Power Vs. Policy

You have to wonder what’s behind some of the energy regulations because many of them don’t make sense.


A trip to this year’s auto show in San Jose, Calif., was an interesting contrast to what’s being shown at CES. While there are a number of new cars hitting the market this year with greatly improved gas efficiency—notably from BMW, Honda, Chevrolet and even Cadillac—the vast majority of cars still list efficiency ratings of 30mpg or less. The flashiest cars remain in the teen range, with the real standout being the Bugatti Veyron, which running at full throttle flouts the definition of efficiency because it consumes gallons per mile.

Europe is in the lead for efficiency. While the most conspicuous gas guzzling cars are made in Europe—go figure—the Continent still consumes far less energy and has much tougher regulations than the United States, China, Russia, Japan and India—the top five consumers of energy in the world. Why? Because it charges more for gas.

California, which is at the forefront of energy conservation in the United States—the bleeding edge of Main Street—has made some very public overtures about rewarding and requiring new levels of efficiency in automobiles. It offers carpool lane stickers—a big time saver in metropolitan areas such as Silicon Valley and Los Angeles—to plug-in hybrids and electric cars and has set efficiency requirements for cars that have sent big carmakers home screaming.

It’s a nice gesture to people who can afford these cars, but like most regulatory policy things like carpool lane stickers don’t make much sense on a big-picture level. Anyone with a calculator and an Internet connection can figure out that the amount of time spent idling in non-carpool lanes will vastly overwhelm any savings in carpool lanes. (Even California is re-evaluating this, allowing non-stickered vehicles to use the carpool lanes in some areas for a fee.) And encouraging telecommuting just one day a week would drop energy consumption by 20%—more than even the most efficient vehicles could ever hope to achieve so quickly.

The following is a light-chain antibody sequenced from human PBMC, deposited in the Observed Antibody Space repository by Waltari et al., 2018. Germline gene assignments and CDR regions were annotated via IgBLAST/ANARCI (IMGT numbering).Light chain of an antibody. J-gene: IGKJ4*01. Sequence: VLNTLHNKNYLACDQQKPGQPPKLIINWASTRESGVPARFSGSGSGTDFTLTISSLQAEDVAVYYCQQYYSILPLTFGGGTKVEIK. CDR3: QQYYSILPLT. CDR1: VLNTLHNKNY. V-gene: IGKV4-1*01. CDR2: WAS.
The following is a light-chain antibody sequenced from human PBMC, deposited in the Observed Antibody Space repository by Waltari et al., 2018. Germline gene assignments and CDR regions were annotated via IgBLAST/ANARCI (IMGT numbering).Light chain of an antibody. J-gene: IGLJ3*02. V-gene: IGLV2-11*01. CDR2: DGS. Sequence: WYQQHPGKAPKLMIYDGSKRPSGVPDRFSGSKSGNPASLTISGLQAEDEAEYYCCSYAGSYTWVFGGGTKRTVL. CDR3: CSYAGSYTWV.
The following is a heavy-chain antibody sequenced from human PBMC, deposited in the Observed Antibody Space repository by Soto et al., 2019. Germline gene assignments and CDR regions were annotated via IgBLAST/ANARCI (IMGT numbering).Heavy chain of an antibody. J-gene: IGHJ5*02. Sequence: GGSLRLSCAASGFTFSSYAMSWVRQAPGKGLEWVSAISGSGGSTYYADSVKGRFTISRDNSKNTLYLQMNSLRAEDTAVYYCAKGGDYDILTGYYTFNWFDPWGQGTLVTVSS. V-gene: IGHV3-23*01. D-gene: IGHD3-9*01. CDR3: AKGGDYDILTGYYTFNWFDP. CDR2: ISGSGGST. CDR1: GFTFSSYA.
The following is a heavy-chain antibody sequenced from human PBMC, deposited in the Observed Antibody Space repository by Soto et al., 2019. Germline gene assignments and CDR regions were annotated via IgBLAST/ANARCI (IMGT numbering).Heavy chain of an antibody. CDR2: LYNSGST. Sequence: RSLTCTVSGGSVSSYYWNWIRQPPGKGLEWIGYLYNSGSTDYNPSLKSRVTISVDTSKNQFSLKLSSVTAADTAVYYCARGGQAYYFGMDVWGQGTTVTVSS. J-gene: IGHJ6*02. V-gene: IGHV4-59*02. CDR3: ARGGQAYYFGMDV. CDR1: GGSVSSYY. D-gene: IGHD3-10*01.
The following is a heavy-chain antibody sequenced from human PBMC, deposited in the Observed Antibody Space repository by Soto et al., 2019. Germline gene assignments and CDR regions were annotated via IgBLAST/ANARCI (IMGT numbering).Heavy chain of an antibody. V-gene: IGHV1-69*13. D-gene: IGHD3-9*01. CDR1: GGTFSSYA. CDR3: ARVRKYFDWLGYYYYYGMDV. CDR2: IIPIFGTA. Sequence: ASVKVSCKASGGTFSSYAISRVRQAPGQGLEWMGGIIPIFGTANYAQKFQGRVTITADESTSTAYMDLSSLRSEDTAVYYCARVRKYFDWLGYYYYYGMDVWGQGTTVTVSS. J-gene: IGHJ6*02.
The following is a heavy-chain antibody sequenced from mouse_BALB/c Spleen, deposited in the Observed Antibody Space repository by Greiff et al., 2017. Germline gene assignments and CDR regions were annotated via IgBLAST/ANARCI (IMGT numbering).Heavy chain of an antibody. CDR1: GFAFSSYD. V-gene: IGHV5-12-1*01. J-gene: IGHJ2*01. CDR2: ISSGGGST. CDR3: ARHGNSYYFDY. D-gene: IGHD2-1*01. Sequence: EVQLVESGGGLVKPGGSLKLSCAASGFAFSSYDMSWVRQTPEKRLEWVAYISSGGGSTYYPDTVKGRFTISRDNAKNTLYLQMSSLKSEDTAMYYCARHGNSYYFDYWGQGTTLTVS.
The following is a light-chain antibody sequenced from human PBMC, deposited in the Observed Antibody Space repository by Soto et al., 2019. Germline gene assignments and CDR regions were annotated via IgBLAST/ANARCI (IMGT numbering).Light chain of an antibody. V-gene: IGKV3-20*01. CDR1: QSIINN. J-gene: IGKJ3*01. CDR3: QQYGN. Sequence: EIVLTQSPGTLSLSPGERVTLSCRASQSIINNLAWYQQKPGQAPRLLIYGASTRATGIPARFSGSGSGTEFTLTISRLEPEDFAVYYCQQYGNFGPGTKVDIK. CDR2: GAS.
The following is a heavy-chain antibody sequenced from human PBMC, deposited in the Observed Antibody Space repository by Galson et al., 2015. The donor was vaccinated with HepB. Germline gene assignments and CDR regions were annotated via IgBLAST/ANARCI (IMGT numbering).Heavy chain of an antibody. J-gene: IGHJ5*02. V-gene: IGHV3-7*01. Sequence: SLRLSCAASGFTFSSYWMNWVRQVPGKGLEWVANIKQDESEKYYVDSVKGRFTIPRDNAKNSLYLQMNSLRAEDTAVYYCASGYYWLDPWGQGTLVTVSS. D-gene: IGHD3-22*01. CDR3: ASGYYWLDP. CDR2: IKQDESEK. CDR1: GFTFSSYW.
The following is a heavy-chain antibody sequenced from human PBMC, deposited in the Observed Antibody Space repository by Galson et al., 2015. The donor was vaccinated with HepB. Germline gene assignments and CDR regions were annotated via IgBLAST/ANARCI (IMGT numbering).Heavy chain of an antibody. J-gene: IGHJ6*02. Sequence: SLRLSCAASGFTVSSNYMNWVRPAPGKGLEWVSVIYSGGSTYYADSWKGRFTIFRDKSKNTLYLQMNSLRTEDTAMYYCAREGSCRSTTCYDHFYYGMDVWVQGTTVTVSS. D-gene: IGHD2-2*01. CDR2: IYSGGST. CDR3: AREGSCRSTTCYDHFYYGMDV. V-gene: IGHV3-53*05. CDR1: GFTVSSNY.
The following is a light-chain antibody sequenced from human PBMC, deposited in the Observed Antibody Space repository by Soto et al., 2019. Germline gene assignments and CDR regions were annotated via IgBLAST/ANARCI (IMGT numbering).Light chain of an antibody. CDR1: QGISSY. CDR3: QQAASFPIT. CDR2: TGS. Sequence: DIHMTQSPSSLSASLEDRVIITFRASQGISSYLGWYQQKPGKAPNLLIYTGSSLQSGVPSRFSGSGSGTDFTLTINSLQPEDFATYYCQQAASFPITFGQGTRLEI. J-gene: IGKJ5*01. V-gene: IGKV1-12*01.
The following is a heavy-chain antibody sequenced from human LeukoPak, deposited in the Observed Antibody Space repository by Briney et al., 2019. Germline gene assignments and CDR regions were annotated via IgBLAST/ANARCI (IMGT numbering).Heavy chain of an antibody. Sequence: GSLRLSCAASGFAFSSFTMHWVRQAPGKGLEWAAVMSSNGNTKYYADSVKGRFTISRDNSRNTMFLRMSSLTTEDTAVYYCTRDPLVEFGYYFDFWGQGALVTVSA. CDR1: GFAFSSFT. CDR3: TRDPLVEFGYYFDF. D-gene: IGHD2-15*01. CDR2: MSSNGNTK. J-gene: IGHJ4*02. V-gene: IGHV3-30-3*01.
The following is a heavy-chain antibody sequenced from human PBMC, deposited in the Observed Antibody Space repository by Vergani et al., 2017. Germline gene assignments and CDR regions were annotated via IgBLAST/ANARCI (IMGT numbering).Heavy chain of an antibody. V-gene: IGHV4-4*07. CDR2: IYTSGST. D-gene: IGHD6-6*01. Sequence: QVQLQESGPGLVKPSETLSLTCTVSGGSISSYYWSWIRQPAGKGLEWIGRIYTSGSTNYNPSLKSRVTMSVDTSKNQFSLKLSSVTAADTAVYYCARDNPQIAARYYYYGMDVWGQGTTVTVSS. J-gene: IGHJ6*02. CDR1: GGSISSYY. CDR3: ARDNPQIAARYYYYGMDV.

In the early part of this century, as fuel costs began rising, there was a big push for videoconferencing, telecommuting, and talk about more mass transit. There also was talk about more efficient gasoline engines, possibly new fuel sources such as hydrogen, and promises of super-capacitor recharging stations for electric vehicles. A decade later there is still talk about all of those things and more—Toyota reportedly is working on fuel-cell cars—but the majority of car buyers are still looking at cars that get 20-plus miles per gallon. Why? Because the numbers don’t add up.

It may be time to hand out calculators to policy makers in all governments—the basic kind that can eke enough power out of efficient fluorescent lights so they don’t require additional batteries. This isn’t just a California problem. It’s a global problem, and it needs to get solved from the very top of the largest energy-consuming nations everywhere. We see this in our own industry. While chipmakers can add lots of new power-saving features into chips, there has to be an economic reason for adopting them. And that reason has to begin at the policy level.